This past Saturday, on Halloween, the GDELT 2.0 Global Knowledge Graph reached 150 million articles in 65 languages from just the last eight months alone. The entire GKG 2.0 table now stands at 1.47 terabytes and growing rapidly. Those 150 million articles offer an incredibly rich view onto global cartography, containing 1.17 billion location references that can be used to georeference everything from world leaders to millions of themes and thousands of emotions.
When creating a map of a topic like MANPADs or poaching, you don't want to map every single location mentioned anywhere in the article. Instead, you want to place on the map only those locations that actually relate to the topic. In the case of the GKG, GDELT records the relative location within each article of all of the locations and themes mentioned therein and this information can be used as a primitive form of proximity affiliation, associating each theme with the location mentioned closest to it in the article. While imperfect and not taking into account semantic information from the article, such a simple proximity operation works surprisingly well, does not require access to the underlying text at query time, and allows for efficient and fast querying.
The problem is that performing this kind of associative linking is beyond the capability of SQL to express, meaning that historically one had to query BigQuery for matching articles, then download to your local computer the list of themes and locations from matching articles, which might be hundreds of gigabytes in size. You then had to run a PERL script over this downloaded file to perform the actual linking of themes and locations, collapse by location, construct an analytic window to limit to a maximum of 50 results by location, and so on. This ultimately was not a scalable solution and has become an increasingly limiting obstacle as GDELT has been used to map ever-larger and more complex topics.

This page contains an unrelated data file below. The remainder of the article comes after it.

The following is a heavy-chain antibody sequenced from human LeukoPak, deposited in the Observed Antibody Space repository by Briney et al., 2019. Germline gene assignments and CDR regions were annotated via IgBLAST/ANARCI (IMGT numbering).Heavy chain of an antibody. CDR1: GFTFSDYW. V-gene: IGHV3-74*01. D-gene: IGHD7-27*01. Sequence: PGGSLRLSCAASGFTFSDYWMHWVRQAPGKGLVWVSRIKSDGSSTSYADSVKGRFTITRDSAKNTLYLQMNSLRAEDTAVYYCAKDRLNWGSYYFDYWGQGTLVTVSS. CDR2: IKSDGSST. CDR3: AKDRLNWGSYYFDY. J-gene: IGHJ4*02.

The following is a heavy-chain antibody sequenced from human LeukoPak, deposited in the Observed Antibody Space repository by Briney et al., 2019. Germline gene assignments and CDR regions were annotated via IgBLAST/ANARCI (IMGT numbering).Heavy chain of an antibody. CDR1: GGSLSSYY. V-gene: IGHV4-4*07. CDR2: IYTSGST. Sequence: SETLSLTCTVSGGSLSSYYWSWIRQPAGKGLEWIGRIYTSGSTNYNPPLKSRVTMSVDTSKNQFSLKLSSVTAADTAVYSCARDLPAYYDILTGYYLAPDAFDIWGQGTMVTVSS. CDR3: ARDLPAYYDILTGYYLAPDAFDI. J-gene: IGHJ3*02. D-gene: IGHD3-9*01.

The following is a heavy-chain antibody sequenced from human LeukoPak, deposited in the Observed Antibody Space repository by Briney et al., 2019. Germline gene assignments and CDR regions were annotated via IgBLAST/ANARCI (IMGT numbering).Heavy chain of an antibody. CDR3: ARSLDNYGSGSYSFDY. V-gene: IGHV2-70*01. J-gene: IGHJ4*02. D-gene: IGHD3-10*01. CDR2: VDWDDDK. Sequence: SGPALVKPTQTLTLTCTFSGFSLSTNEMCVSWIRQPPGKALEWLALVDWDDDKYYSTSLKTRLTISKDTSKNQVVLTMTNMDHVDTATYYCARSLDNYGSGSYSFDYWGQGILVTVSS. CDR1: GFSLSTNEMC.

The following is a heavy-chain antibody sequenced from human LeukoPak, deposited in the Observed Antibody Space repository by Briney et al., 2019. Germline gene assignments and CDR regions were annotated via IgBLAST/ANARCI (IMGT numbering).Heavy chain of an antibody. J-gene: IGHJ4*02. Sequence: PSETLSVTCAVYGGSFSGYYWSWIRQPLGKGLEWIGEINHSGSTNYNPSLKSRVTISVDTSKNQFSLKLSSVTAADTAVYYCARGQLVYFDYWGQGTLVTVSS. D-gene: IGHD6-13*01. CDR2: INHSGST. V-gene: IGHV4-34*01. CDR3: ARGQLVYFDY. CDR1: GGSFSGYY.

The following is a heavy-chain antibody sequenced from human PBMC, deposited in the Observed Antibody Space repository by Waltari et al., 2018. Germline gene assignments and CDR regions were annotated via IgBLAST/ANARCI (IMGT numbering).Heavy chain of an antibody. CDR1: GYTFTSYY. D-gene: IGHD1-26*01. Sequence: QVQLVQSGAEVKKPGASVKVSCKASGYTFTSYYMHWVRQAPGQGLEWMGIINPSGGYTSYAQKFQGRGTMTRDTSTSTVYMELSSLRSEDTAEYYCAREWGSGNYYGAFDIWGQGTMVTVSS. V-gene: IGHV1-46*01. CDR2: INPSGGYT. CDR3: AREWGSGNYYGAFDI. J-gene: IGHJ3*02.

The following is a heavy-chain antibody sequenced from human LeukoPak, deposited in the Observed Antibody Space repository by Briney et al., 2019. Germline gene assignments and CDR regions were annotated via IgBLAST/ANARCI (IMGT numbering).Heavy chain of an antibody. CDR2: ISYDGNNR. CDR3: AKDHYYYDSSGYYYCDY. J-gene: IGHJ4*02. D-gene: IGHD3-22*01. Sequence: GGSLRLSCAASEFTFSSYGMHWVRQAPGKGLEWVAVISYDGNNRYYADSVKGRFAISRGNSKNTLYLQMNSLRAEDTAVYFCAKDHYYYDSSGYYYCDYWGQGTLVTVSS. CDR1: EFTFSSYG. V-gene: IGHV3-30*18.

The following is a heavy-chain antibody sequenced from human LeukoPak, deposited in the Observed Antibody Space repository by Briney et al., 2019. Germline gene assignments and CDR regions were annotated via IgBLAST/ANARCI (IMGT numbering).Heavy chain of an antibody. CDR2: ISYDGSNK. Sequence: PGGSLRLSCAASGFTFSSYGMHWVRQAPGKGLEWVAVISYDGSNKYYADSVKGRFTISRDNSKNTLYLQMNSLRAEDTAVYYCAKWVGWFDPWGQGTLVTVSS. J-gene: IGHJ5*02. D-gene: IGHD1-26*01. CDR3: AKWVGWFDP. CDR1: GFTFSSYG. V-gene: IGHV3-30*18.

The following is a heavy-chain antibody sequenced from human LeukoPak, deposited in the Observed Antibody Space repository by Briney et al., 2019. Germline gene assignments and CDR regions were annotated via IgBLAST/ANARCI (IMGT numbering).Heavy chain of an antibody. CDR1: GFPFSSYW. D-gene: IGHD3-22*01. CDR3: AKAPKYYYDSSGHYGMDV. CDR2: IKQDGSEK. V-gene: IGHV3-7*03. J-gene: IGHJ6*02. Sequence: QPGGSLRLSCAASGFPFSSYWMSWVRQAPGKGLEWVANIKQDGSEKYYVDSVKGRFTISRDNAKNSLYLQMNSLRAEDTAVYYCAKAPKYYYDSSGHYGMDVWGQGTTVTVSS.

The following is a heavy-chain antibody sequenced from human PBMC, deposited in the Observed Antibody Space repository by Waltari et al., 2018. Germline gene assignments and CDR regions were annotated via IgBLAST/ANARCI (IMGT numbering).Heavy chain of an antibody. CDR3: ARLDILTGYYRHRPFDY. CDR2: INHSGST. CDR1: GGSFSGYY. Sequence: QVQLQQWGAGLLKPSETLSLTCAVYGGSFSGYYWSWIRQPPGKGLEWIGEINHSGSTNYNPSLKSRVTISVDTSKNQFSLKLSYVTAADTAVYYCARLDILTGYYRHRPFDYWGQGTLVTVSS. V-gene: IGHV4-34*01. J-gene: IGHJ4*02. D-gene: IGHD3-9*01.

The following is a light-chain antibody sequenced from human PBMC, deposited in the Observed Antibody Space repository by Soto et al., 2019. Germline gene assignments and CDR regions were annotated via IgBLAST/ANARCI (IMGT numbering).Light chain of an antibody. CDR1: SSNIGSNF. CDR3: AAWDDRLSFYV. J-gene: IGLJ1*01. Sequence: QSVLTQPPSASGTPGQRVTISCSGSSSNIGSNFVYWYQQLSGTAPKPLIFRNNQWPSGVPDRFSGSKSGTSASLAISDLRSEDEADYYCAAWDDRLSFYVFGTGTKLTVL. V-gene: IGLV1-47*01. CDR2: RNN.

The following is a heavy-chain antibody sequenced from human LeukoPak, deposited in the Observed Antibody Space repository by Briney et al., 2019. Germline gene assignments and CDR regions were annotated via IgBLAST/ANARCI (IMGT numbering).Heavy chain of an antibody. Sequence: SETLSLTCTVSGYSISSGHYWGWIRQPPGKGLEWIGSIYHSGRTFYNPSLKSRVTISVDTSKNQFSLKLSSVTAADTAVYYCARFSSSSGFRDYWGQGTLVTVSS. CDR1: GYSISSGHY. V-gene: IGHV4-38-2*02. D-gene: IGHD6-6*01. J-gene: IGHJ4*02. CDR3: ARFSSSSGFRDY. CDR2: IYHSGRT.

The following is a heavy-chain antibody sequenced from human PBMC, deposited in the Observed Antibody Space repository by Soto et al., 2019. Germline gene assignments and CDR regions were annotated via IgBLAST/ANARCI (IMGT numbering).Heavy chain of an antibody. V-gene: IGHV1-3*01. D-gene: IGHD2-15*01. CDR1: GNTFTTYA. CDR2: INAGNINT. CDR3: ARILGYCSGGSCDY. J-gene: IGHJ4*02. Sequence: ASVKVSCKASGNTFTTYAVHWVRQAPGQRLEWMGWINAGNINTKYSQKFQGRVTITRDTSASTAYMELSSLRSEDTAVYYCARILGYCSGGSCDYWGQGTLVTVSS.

At first glance this might seem to simply be a nice technical achievement, a technical demonstration of the capabilities of a new technology. In reality, however, it represents something far more significant: a tectonic shift in the scalability of geographic analysis. The BigQuery platform today is being actively used by customers querying multiple petabytes of data or tens of trillions of rows in a single query, across tens of thousands of processors, with just a single line of SQL. This is data analysis in the BigQuery era – a world at "Google scale" in which multi-petabyte datasets are merely par for the course and where a single line of SQL can transparently marshal tens of thousands of processors as needed to complete a single query in seconds.
When coupled with massive geographic datasets like GDELT's 1.5TB Global Knowledge Graph, this capability enables an era of "terascale cartography" in which multi-terabyte datasets can be processed with complex georeferencing workflows in just tens of seconds with just a single query, and with the ability to transparently scale into the petabytes, collapsing the final results into a form that can be readily interactively visualized and explored. This is the future of mapping at infinite scale.